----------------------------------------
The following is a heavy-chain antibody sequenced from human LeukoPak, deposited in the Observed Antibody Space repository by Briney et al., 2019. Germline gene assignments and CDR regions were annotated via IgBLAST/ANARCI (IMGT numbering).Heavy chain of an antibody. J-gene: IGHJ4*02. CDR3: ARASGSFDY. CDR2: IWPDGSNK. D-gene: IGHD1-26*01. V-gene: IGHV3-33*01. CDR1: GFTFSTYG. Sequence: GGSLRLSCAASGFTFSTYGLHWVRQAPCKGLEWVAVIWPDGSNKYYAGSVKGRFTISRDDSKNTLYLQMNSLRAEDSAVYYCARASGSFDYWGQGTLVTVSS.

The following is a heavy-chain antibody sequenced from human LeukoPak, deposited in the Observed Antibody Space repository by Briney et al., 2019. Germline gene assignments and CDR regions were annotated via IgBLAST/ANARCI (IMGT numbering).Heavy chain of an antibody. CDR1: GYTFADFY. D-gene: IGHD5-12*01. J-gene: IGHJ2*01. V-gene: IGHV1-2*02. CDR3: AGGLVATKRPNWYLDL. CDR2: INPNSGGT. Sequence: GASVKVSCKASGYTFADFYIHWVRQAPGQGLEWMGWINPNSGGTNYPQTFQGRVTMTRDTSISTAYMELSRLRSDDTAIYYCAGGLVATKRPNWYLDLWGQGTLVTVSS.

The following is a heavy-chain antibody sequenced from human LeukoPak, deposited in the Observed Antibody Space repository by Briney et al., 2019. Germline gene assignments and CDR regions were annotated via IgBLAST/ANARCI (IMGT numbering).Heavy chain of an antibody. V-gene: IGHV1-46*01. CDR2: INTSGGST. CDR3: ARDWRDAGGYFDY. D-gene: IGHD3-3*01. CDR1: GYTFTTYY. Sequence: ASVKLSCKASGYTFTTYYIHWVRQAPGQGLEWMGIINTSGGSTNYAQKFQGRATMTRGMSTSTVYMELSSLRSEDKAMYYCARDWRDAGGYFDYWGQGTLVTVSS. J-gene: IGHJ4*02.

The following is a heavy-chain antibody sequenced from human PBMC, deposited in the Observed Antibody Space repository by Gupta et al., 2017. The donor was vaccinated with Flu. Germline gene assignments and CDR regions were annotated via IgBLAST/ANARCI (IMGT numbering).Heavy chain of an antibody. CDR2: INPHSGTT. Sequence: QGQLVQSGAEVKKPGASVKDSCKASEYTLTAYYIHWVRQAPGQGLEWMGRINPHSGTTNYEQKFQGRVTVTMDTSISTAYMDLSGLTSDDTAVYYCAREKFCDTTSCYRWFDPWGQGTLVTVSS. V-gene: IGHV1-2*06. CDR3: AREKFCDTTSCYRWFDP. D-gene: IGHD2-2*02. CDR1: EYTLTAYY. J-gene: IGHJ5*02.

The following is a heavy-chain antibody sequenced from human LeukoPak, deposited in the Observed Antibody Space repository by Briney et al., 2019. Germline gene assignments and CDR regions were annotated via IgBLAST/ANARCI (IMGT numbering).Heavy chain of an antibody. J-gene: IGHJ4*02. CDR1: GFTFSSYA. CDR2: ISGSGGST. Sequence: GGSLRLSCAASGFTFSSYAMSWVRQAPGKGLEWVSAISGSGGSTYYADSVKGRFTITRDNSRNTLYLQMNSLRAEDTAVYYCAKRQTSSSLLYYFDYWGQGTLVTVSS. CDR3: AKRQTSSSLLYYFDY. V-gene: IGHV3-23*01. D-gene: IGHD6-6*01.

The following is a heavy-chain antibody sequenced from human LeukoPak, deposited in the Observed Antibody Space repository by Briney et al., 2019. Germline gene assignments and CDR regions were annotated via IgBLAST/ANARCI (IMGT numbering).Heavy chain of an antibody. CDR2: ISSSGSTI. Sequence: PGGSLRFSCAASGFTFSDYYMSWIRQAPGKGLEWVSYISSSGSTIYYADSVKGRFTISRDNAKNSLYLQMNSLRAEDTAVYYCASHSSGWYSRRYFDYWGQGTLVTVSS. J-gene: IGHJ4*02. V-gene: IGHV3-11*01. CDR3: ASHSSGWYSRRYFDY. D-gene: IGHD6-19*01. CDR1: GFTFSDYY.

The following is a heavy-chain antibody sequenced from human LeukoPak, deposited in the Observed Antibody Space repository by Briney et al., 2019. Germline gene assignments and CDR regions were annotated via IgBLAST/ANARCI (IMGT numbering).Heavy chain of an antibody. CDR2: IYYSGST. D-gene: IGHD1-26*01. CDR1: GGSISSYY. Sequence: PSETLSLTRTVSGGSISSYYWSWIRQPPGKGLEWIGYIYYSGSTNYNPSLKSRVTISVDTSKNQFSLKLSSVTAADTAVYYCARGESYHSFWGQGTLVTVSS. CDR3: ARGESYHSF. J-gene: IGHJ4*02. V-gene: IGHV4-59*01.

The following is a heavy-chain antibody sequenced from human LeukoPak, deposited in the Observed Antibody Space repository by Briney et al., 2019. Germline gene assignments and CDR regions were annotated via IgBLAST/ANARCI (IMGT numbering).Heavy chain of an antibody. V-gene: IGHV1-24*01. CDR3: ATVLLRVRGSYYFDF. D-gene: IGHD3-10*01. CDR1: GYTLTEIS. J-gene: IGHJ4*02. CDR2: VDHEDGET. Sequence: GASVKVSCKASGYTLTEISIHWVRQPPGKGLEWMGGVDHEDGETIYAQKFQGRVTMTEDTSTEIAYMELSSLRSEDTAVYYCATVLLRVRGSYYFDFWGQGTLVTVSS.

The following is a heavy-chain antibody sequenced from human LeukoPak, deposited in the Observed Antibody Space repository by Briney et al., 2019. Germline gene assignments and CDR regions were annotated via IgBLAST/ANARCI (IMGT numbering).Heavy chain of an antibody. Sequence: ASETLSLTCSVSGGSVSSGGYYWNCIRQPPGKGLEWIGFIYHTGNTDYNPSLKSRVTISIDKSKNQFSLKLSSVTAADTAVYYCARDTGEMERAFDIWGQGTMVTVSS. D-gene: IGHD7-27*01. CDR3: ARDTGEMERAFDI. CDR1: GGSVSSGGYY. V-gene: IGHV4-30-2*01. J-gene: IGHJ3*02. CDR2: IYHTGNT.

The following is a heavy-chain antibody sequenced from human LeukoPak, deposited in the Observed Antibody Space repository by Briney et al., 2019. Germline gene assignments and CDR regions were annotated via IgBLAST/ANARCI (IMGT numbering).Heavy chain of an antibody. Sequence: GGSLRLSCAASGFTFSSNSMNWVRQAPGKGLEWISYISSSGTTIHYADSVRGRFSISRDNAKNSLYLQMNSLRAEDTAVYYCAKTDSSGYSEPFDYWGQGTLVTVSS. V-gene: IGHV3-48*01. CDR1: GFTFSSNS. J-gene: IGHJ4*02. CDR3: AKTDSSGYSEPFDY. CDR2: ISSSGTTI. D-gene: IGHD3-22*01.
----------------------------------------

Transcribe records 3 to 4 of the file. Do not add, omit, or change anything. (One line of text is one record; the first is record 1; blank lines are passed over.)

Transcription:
The following is a heavy-chain antibody sequenced from human LeukoPak, deposited in the Observed Antibody Space repository by Briney et al., 2019. Germline gene assignments and CDR regions were annotated via IgBLAST/ANARCI (IMGT numbering).Heavy chain of an antibody. V-gene: IGHV1-46*01. CDR2: INTSGGST. CDR3: ARDWRDAGGYFDY. D-gene: IGHD3-3*01. CDR1: GYTFTTYY. Sequence: ASVKLSCKASGYTFTTYYIHWVRQAPGQGLEWMGIINTSGGSTNYAQKFQGRATMTRGMSTSTVYMELSSLRSEDKAMYYCARDWRDAGGYFDYWGQGTLVTVSS. J-gene: IGHJ4*02.

The following is a heavy-chain antibody sequenced from human PBMC, deposited in the Observed Antibody Space repository by Gupta et al., 2017. The donor was vaccinated with Flu. Germline gene assignments and CDR regions were annotated via IgBLAST/ANARCI (IMGT numbering).Heavy chain of an antibody. CDR2: INPHSGTT. Sequence: QGQLVQSGAEVKKPGASVKDSCKASEYTLTAYYIHWVRQAPGQGLEWMGRINPHSGTTNYEQKFQGRVTVTMDTSISTAYMDLSGLTSDDTAVYYCAREKFCDTTSCYRWFDPWGQGTLVTVSS. V-gene: IGHV1-2*06. CDR3: AREKFCDTTSCYRWFDP. D-gene: IGHD2-2*02. CDR1: EYTLTAYY. J-gene: IGHJ5*02.